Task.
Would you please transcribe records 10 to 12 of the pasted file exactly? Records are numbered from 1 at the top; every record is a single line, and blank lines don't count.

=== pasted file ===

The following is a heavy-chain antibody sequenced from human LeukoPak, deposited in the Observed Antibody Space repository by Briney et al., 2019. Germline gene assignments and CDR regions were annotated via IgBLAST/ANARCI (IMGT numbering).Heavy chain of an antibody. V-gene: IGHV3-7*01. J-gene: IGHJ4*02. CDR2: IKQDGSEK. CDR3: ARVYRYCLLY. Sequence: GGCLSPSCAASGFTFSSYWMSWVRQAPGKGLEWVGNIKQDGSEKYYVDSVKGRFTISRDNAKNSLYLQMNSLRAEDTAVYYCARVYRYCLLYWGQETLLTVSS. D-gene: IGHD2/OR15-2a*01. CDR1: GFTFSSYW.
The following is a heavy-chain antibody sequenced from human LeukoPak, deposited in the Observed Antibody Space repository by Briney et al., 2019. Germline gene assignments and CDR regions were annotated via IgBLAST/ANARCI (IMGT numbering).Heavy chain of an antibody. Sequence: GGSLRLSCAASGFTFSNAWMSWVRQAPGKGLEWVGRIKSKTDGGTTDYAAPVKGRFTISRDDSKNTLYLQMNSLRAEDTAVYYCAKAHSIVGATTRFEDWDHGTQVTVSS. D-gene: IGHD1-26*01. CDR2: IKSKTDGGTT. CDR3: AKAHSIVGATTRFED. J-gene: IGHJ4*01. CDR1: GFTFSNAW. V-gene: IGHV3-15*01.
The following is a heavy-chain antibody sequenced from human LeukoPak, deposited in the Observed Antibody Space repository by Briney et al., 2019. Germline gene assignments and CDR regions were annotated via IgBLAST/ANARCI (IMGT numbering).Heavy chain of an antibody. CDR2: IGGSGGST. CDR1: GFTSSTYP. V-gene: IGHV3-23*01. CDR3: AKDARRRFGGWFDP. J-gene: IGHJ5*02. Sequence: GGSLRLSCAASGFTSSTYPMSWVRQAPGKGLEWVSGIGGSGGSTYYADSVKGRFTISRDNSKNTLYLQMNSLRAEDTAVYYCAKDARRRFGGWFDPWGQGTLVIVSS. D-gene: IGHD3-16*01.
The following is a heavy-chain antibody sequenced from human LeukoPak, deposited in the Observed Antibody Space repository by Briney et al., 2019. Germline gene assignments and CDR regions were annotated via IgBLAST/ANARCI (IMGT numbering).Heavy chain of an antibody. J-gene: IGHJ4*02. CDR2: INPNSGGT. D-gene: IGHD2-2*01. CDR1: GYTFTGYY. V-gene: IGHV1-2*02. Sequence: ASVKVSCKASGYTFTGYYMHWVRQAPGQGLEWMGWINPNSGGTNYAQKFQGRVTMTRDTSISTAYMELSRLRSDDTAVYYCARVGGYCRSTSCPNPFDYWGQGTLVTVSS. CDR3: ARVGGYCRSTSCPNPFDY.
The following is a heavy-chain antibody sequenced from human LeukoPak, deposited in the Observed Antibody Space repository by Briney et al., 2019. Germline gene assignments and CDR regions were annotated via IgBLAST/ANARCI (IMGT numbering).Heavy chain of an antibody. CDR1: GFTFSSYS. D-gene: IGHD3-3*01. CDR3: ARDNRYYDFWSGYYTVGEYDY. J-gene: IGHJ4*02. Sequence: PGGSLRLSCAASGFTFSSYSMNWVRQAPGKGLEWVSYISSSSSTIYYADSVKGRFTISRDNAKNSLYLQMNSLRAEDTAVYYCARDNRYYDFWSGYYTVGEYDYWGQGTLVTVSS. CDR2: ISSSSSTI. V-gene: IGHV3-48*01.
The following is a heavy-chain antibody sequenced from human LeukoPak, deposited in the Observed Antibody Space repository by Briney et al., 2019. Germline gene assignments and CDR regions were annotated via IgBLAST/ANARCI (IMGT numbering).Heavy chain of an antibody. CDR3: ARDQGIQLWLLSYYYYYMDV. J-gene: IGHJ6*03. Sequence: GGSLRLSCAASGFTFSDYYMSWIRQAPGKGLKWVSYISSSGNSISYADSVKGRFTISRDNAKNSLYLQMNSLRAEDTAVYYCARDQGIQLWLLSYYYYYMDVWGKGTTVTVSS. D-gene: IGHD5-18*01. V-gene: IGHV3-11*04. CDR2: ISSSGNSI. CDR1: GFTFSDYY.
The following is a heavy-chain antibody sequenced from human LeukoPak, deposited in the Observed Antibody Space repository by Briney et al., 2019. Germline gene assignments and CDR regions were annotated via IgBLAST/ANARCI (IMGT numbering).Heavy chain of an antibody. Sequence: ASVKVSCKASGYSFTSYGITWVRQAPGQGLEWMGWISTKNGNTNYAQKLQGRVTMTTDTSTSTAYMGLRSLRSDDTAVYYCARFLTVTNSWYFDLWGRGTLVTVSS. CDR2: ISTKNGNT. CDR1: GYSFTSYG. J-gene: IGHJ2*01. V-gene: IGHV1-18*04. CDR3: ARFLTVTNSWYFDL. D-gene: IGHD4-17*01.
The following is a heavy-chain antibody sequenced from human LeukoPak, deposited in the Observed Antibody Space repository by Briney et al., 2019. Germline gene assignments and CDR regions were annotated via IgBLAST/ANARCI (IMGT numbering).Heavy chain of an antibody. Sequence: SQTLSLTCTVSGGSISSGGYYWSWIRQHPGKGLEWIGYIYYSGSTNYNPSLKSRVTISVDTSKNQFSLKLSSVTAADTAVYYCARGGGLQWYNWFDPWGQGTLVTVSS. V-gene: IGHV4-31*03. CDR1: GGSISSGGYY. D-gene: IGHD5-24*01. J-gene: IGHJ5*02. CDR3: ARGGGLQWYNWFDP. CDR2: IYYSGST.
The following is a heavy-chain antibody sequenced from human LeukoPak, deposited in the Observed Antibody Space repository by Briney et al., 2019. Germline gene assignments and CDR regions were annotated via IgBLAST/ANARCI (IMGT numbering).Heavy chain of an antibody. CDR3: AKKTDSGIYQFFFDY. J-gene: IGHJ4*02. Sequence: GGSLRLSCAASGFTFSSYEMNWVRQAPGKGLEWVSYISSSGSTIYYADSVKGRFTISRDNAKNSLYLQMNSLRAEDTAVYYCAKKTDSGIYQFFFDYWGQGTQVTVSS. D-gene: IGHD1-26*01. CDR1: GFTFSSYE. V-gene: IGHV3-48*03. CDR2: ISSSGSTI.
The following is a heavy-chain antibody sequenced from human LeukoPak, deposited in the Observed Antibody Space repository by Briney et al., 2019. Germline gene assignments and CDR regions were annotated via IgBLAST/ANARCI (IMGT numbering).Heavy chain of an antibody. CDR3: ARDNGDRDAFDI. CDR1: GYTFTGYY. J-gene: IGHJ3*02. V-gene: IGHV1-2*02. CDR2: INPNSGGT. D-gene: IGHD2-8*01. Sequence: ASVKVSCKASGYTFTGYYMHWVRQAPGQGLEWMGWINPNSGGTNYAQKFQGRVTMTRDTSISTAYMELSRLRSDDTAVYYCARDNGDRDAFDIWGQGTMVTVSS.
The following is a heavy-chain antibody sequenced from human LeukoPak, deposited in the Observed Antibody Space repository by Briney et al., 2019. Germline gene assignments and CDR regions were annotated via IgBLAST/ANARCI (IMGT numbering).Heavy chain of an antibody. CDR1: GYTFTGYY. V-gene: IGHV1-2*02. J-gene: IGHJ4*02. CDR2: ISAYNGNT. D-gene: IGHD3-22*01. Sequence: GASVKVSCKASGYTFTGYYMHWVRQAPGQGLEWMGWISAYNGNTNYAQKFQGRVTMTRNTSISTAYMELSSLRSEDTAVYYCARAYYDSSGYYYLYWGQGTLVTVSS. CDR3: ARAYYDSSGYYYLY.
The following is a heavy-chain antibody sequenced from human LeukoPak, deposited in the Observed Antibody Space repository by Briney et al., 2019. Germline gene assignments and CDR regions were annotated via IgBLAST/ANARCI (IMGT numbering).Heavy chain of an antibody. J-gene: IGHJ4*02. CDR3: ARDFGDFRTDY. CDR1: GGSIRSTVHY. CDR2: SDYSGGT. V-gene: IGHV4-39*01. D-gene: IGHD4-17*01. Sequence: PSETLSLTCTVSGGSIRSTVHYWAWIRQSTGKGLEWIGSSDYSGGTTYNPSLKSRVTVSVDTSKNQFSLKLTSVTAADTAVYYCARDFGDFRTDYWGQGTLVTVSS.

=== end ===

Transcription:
The following is a heavy-chain antibody sequenced from human LeukoPak, deposited in the Observed Antibody Space repository by Briney et al., 2019. Germline gene assignments and CDR regions were annotated via IgBLAST/ANARCI (IMGT numbering).Heavy chain of an antibody. CDR3: ARDNGDRDAFDI. CDR1: GYTFTGYY. J-gene: IGHJ3*02. V-gene: IGHV1-2*02. CDR2: INPNSGGT. D-gene: IGHD2-8*01. Sequence: ASVKVSCKASGYTFTGYYMHWVRQAPGQGLEWMGWINPNSGGTNYAQKFQGRVTMTRDTSISTAYMELSRLRSDDTAVYYCARDNGDRDAFDIWGQGTMVTVSS.
The following is a heavy-chain antibody sequenced from human LeukoPak, deposited in the Observed Antibody Space repository by Briney et al., 2019. Germline gene assignments and CDR regions were annotated via IgBLAST/ANARCI (IMGT numbering).Heavy chain of an antibody. CDR1: GYTFTGYY. V-gene: IGHV1-2*02. J-gene: IGHJ4*02. CDR2: ISAYNGNT. D-gene: IGHD3-22*01. Sequence: GASVKVSCKASGYTFTGYYMHWVRQAPGQGLEWMGWISAYNGNTNYAQKFQGRVTMTRNTSISTAYMELSSLRSEDTAVYYCARAYYDSSGYYYLYWGQGTLVTVSS. CDR3: ARAYYDSSGYYYLY.
The following is a heavy-chain antibody sequenced from human LeukoPak, deposited in the Observed Antibody Space repository by Briney et al., 2019. Germline gene assignments and CDR regions were annotated via IgBLAST/ANARCI (IMGT numbering).Heavy chain of an antibody. J-gene: IGHJ4*02. CDR3: ARDFGDFRTDY. CDR1: GGSIRSTVHY. CDR2: SDYSGGT. V-gene: IGHV4-39*01. D-gene: IGHD4-17*01. Sequence: PSETLSLTCTVSGGSIRSTVHYWAWIRQSTGKGLEWIGSSDYSGGTTYNPSLKSRVTVSVDTSKNQFSLKLTSVTAADTAVYYCARDFGDFRTDYWGQGTLVTVSS.